Night sweats and hot flashes, but also stomach problems? Menopause can manifest itself in many ways.
Many women experience a swollen stomach, stomach pain or general stomach problems both before and during menopause. It may very well be that hormones are at work. Some women are more sensitive than others to the hormonal changes and stomach symptoms. This may be the case if you already have problems such as IBS (irritable bowel syndrome) before the menopause.
Stomach problems during the menopause are thus more likely to be due to hormonal changes than to diet and lifestyle habits, but it can of course be both. During the menopause, the hormones oestrogen and progesterone will go on a roller coaster ride and be imbalanced and gradually decline. The good news is that stomach problems usually disappear once the hormones have stabilised.
The decrease in oestrogen and progesterone can slow down the digestive process. When the digestion process takes longer, more water is reabsorbed into the bloodstream, and this can lead to both constipation and a gassy and swollen stomach.
During the menopause, it is common for the body to retain more fluid than usual and you may have a swollen stomach; some people call it a balloon stomach. To deal with a swollen and bloated belly, you can focus on how your body collects water to reduce the symptoms.
Tips for menopausal women with stomach problems
Here are some tips for menopausal women with stomach problems.
Drink enough water!
Drinking water when I am thirsty even though I feel swollen? YES! By drinking enough water, your body doesn't need to conserve fluids; the fluid balance takes care of itself. If you are also suffering from constipation, regular fluid intake can alleviate it.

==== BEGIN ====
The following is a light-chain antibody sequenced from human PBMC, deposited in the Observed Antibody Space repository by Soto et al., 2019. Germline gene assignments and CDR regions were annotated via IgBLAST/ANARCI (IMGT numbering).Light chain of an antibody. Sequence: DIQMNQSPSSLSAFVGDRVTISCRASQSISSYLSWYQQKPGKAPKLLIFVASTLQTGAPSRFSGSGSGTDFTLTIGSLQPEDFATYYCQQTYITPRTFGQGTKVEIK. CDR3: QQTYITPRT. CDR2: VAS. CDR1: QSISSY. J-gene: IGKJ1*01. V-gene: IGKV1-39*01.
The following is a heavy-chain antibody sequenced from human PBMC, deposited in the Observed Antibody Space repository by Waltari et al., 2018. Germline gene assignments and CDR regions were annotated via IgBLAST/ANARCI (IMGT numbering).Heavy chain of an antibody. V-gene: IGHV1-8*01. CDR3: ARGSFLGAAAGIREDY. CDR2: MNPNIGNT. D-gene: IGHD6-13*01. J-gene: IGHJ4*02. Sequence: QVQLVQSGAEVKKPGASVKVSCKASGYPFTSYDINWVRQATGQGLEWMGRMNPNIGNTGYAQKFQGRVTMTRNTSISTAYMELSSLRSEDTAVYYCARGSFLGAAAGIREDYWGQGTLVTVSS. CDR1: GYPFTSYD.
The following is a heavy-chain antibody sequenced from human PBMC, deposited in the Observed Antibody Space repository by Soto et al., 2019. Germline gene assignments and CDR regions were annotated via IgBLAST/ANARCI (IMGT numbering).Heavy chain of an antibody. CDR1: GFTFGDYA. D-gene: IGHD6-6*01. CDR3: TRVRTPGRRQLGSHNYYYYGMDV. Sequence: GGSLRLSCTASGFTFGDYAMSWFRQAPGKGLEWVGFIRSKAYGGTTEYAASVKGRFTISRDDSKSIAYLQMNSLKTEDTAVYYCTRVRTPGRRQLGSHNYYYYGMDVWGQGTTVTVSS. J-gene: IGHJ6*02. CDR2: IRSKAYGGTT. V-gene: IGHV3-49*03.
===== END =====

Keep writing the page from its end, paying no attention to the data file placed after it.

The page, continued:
Take it easy at mealtimes
Chew properly and eat your meals at a leisurely pace to aid digestion and avoid swallowing air. Bloating and other stomach problems can also be caused by your diet, so it's a good idea to keep an eye on it. Are there any foods that cause more stomach problems? Processed food? Gluten? Sweets? Foods like cabbage or onions?
The gut contains good bacteria that help us with digestion. The effect is controversial but some people find it helps.
Try to reduce stress!
Going through the menopause can be very stressful. The stress hormone cortisol can also cause menopausal symptoms such as abdominal pain and discomfort, diarrhoea and feelings of bloating or gas. And to make matters worse, it can be difficult to control gas (farting) due to weakened pelvic floor muscles. It's a vicious circle: menopausal stomach problems are closely linked to hormonal changes and can make us even more susceptible to stress.
Lifestyle changes such as trying to sleep properly, trying mindfulness and regular exercise can make stress more manageable and your stomach happier.
Keep in mind that if you experience blood in your stools, significant changes in bowel habits, or rapid weight loss, you should always seek medical attention.